Since late September, I’ve had the pleasure of scoring a 2 part series for Nat Geo called “10 Animals that Will (Might) Kill you”. It’s a fantastic idea for a show, detailing animals that we may encounter in the wild (or not so wild) and how they may possibly be a threat to us, and so great to be working with Ralph Quattrucci editing and Emma Rigney steering the ship. I love how the main thrust of the narrative is how these animals would hardly ever attack humans if we just left them alone to live within their ecosystems, it’s only when we try and have them as pets or infringe upon their habitats that we humans could be hurt or even killed by them. Great point to push in our ever-expanding world.

The show actually started out as a 1 hour, “20 Animals That Will (Might) Kill you”, but there was so much to be said about the animals in question that it was turned into 2 X 1 hour shows. With the tempo of the show dictating quick cutting by Ralph, it’s jam packed with music literally from the start.. and doesn’t stop to hold its breath until the final frame. Full on! But in a good way.

Judging for Wildscreen 2020

I had the pleasure of being asked to judge the music category for Wildscreen 2020, which was a real honour as well as being super fun and informative in equal measure. My co-judges were none other than Nainita Desai and Segun Akinola, two incredibly talented and respected composers, and we spent a good 4 hours over Zoom debating the final 10 films out of the 56 that we’d had to watch and whittling them down to a list of 3. I’ve got to say the standard of composition overall was superb and we had real trouble deciding on the 3rd place spot, but the first 2.. there was no question that they’d go through, they stood out a mile from the rest of the scores. I’m not allowed to name anything yet as judging is still taking place, so you’ll just have to keep your ear to the ground for when the finalists are announced, but it was a fantastic experience and great to chat music with some amazing composers whom I hope to meet in the flesh one day. Thanks, Nainita, Segun and the Wildscreen Team!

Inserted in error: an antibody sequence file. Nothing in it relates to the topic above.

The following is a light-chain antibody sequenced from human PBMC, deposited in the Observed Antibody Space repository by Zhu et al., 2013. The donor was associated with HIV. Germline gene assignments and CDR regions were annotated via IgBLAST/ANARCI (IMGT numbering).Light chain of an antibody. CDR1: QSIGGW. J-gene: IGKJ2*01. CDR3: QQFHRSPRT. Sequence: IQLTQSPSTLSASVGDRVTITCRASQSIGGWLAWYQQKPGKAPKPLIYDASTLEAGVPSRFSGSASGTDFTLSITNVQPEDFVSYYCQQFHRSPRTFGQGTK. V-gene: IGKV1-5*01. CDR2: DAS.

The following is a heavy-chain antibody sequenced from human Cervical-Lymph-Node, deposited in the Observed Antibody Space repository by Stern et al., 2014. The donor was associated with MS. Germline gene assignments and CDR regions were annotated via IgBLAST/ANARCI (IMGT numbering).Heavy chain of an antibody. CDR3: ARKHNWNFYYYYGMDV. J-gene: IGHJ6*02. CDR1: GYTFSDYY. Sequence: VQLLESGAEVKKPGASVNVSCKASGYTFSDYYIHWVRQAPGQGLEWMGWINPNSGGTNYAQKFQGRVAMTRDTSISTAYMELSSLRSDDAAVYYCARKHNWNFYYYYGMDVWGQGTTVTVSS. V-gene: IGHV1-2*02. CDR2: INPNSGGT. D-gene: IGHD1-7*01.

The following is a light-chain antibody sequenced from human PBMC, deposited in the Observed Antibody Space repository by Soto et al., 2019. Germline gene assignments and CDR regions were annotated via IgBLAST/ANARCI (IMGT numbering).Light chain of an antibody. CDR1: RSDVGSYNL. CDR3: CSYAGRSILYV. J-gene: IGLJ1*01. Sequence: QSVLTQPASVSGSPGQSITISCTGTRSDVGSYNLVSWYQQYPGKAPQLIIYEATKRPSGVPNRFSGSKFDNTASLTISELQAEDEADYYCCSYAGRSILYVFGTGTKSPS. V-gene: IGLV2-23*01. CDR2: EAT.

Hidden Kingdoms of China – new commission!

 

I’ve had the pleasure of being asked by National Geographic to score a two hour special of their 5-part series “The Hidden Kingdoms of China”. This was originally produced by Brian Leith Productions here in Bristol Town, and I can tell you it’s one heck of an awesome show. The visuals are stunning and some of the animals you get to learn about, such as the golden snub-nosed monkey, are not the sort of animals you would normally encounter in a wildlife documentary. It’s fascinating to really get into the fauna of China, and I hope to be able to share some clips of it with you once it’s done. 干杯 !